by Diana Stricker | May 2, 2013 11:00 am
Branford is a step closer to preserving 22 acres of meadows, marshlands and trees after the Board of Selectmen (BOS) unanimously approved the open space acquisition Wednesday.
“It’s a dramatic property… very beautiful,” said Ainsley Highman, chair of the Parks and Open Space Authority.
Highman said keeping the land in its natural state will enable the salt marsh to serve as a buffer against flooding. “Salt marsh areas are kind of disappearing ... they’re precious. A lot of them have been destroyed or developed.”
by Diana Stricker | Apr 24, 2013 8:46 am | Comments (1)
There are no easy answers when it comes to rising seas and shoreline communities.
• Homes can be elevated, but neighbors’ scenic views may be blocked.
• Sea walls may protect one property, but divert damage to another.
• Towns can elevate local flood-prone roads, but what will the state do about the connecting roads?
• Federal flood plain maps are expanding, but can homeowners afford the escalating cost of flood insurance?
by Diana Stricker | Apr 18, 2013 7:36 am | Comments (1)
Things are looking up—literally—for the DeRosa family, whose waterfront home in Short Beach was damaged by both Tropical Storm Irene and Super Storm Sandy.
The 100-year-old home at 294 Shore Dr. has been elevated above flood levels, and work on the new foundation is nearing completion.
“Now it’s the best thing we ever did,” said Mary Ellen DeRosa. “We left the dishes in the cupboards, and nothing broke. That’s how perfect it was raised,” she said. “It was the easiest thing, once we made the decision.”
by Christine Stuart | Mar 29, 2013 8:25 am
The two co-chairs of the Energy and Technology Committee extended an olive branch to environmentalists and advocates Thursday when they crashed a press conference in opposition to a bill they helped draft.
“We’re really all on the same side,” Rep. Lonnie Reed, D-Branford, told advocates Thursday before leaving so they could pan portions of the bill.
by Diana Stricker | Feb 27, 2013 8:40 am
“With sea level rise, there’s really no happy ending.”
David Blatt of the state Department of Energy and Environmental Protection (DEEP) made this cautionary remark during a Coastal Management Workshop last week in Branford.
Blatt offered insight into newly enacted legislation that begins to address the issue of rising seas. Blatt and John Gaucher, both of DEEP’s Office of Long Island Sound Programs, discussed revisions to the Connecticut Coastal Management Act (CCMA) that went into effect Oct. 1. The revisions will likely have an impact on Branford’s more than 20 miles of shoreline.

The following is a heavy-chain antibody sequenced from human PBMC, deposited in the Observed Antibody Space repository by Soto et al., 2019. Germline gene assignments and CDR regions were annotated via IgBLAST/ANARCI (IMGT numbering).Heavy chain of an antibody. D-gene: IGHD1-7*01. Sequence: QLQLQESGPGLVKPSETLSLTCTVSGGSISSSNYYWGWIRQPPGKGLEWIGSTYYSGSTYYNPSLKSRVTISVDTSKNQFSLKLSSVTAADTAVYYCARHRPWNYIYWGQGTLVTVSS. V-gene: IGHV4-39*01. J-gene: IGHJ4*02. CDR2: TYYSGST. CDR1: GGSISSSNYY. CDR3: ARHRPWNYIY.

by Diana Stricker | Jan 10, 2013 11:03 am
Branford is in the process of preserving a 22-acre refuge comprised of trees, grasslands and marshes on the western side of town, near one of the heaviest areas of condominium development.
“It’s a gorgeous piece of property,” said Marleen Cenotti, a neighbor who is also president of the Friends of the Farm River Estuary.
by Diana Stricker | Jan 4, 2013 12:36 pm | Comments (2)
Branford adopted new zoning regulations last night that will make it easier for shoreline residents to meet federal guidelines to elevate their homes above flood levels. The action followed the damage to shoreline homes in the aftermath of Storms Irene and Sandy.
The Planning and Zoning Commission unanimously approved numerous changes to the zoning and subdivision regulations following a public hearing last night. There was no opposition to the revisions, but one resident asked why there were no provisions about the type of stores allowed in the Town Center, in light of public concern about a gun shop slated to open on Main Street about a block away from the town Green. The town planner explained that the proposed revisions were written before the issue emerged, and said it is something that may be discussed in the future.
by Mary Johnson & Marcia Chambers | Dec 31, 2012 7:58 am | Comments (3)
Superstorm Sandy swept through Branford on Oct 30, bringing with it howling winds, high sea surges and a loss of power that lasted nearly a week for some residents. As 2012 comes to a close, we recognize Superstorm Sandy as the major environmental story of the year. Here are the photos our photographer Mary Johnson took to document Sandy’s impact on Branford.
Sandy arrived on Oct 29, and by the next day her final winds and surges came ashore. Connecticut Light & Power (CL&P) reported that 14,908 homes were without power in town. This means that in addition to electricity, cable stations and internet service in those homes were not working either.
by Diana Stricker | Dec 14, 2012 10:34 am
The Connecticut Siting Council (CSC) approved construction of a cell tower in Branford, (site pictured above) rather than in East Haven, to serve the Short Beach area and adjacent neighborhoods in East Haven.This is the third cell tower approved for Branford in less than three years.
The approval was granted Thursday despite testimony and research from Branford’s consulting engineer stating that the East Haven site would be less intrusive and would serve a greater population. In terms of scenic views, the cell tower will be visible from nearby Parker Memorial Park and several other shoreline areas.
by Sally E. Bahner | Nov 26, 2012 7:30 am
The storms of the past few years failed to destroy a magnificent weeping hemlock, a landmark tree in Branford that’s close to 150 years old.
However, Superstorm Sandy blew down a nearby apple tree, which damaged several branches of what is known as a Sargent’s weeping hemlock, so arborists came to Short Beach Road this weekend to make some repairs.